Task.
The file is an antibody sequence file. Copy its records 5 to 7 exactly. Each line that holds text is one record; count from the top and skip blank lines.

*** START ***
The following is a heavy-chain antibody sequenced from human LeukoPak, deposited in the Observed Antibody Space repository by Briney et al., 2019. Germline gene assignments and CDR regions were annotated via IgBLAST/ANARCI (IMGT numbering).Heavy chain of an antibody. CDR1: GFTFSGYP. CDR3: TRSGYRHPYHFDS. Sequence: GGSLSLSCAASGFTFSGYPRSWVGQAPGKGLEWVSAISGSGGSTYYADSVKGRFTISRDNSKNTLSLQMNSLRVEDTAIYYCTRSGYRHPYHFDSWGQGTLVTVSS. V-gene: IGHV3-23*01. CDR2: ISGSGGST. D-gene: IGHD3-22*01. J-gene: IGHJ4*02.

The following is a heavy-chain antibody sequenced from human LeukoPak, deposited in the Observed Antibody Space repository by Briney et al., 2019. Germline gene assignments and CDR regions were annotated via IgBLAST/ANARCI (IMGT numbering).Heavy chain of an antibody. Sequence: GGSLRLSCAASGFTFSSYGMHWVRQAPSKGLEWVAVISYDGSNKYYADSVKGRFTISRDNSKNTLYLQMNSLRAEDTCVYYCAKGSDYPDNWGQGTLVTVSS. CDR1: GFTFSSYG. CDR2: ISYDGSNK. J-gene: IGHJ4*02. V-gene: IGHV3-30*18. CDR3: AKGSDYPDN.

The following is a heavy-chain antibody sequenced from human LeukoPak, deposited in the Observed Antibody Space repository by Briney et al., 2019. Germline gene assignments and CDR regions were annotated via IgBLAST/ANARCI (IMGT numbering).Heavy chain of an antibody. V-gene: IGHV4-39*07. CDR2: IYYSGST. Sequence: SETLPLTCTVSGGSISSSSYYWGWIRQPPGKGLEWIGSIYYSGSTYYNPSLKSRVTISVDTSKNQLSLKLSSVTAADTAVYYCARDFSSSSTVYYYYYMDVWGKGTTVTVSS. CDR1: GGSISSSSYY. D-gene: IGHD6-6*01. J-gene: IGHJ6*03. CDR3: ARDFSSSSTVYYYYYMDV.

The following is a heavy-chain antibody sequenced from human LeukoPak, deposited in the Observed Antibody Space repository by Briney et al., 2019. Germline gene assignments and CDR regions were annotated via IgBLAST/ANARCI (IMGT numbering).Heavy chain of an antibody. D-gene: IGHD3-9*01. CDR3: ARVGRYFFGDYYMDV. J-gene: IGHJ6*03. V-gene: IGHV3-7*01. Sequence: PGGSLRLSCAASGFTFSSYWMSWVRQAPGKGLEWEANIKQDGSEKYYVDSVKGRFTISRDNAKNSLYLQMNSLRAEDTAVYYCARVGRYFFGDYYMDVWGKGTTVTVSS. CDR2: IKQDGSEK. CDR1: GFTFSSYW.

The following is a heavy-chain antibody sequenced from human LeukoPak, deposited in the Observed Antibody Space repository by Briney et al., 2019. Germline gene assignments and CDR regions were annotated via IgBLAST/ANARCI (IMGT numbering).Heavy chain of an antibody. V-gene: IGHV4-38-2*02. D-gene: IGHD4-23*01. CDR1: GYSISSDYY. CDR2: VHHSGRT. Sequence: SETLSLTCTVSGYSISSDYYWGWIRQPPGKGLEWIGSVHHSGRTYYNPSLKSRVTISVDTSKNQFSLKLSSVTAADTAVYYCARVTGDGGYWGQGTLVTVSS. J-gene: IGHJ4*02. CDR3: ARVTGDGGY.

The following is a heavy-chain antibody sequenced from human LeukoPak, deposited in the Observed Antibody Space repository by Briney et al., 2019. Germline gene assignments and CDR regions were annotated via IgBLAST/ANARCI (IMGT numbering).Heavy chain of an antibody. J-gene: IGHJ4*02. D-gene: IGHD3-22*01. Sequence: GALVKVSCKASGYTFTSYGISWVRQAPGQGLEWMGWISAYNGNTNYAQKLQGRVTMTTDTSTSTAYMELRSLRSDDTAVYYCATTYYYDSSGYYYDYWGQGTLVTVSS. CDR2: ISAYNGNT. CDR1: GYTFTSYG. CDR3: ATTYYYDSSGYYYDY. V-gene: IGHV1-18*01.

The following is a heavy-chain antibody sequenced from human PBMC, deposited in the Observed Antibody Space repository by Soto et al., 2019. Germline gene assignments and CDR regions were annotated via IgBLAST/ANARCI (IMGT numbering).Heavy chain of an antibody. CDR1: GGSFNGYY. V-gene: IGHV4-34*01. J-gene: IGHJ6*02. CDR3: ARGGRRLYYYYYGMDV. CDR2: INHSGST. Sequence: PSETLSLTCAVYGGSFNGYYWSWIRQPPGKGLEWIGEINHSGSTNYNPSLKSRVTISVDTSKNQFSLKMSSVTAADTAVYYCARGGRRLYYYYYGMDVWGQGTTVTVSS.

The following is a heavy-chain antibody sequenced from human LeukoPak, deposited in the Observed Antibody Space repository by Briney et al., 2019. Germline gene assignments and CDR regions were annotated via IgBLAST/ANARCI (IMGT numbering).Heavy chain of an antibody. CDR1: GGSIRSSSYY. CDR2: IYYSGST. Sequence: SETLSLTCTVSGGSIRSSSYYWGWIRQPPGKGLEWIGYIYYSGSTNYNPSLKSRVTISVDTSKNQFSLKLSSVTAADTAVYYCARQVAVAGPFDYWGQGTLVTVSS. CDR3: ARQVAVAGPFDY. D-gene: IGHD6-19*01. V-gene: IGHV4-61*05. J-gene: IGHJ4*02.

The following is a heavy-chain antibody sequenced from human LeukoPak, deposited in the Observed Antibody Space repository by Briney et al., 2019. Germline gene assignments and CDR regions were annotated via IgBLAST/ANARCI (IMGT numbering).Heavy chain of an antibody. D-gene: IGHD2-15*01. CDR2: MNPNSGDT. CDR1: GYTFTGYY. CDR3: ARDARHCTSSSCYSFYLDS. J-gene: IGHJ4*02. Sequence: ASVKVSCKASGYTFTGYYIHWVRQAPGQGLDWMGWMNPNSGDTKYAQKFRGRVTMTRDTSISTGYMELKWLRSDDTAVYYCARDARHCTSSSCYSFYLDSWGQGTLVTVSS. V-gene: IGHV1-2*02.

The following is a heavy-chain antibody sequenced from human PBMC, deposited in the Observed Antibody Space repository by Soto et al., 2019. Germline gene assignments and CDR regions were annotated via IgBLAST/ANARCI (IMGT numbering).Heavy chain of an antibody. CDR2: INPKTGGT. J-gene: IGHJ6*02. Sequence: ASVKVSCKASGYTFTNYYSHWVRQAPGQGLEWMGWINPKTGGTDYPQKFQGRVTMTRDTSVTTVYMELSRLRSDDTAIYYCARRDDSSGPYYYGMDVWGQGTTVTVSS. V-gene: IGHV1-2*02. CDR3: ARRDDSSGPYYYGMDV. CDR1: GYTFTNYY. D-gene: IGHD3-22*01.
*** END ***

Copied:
The following is a heavy-chain antibody sequenced from human LeukoPak, deposited in the Observed Antibody Space repository by Briney et al., 2019. Germline gene assignments and CDR regions were annotated via IgBLAST/ANARCI (IMGT numbering).Heavy chain of an antibody. V-gene: IGHV4-38-2*02. D-gene: IGHD4-23*01. CDR1: GYSISSDYY. CDR2: VHHSGRT. Sequence: SETLSLTCTVSGYSISSDYYWGWIRQPPGKGLEWIGSVHHSGRTYYNPSLKSRVTISVDTSKNQFSLKLSSVTAADTAVYYCARVTGDGGYWGQGTLVTVSS. J-gene: IGHJ4*02. CDR3: ARVTGDGGY.

The following is a heavy-chain antibody sequenced from human LeukoPak, deposited in the Observed Antibody Space repository by Briney et al., 2019. Germline gene assignments and CDR regions were annotated via IgBLAST/ANARCI (IMGT numbering).Heavy chain of an antibody. J-gene: IGHJ4*02. D-gene: IGHD3-22*01. Sequence: GALVKVSCKASGYTFTSYGISWVRQAPGQGLEWMGWISAYNGNTNYAQKLQGRVTMTTDTSTSTAYMELRSLRSDDTAVYYCATTYYYDSSGYYYDYWGQGTLVTVSS. CDR2: ISAYNGNT. CDR1: GYTFTSYG. CDR3: ATTYYYDSSGYYYDY. V-gene: IGHV1-18*01.

The following is a heavy-chain antibody sequenced from human PBMC, deposited in the Observed Antibody Space repository by Soto et al., 2019. Germline gene assignments and CDR regions were annotated via IgBLAST/ANARCI (IMGT numbering).Heavy chain of an antibody. CDR1: GGSFNGYY. V-gene: IGHV4-34*01. J-gene: IGHJ6*02. CDR3: ARGGRRLYYYYYGMDV. CDR2: INHSGST. Sequence: PSETLSLTCAVYGGSFNGYYWSWIRQPPGKGLEWIGEINHSGSTNYNPSLKSRVTISVDTSKNQFSLKMSSVTAADTAVYYCARGGRRLYYYYYGMDVWGQGTTVTVSS.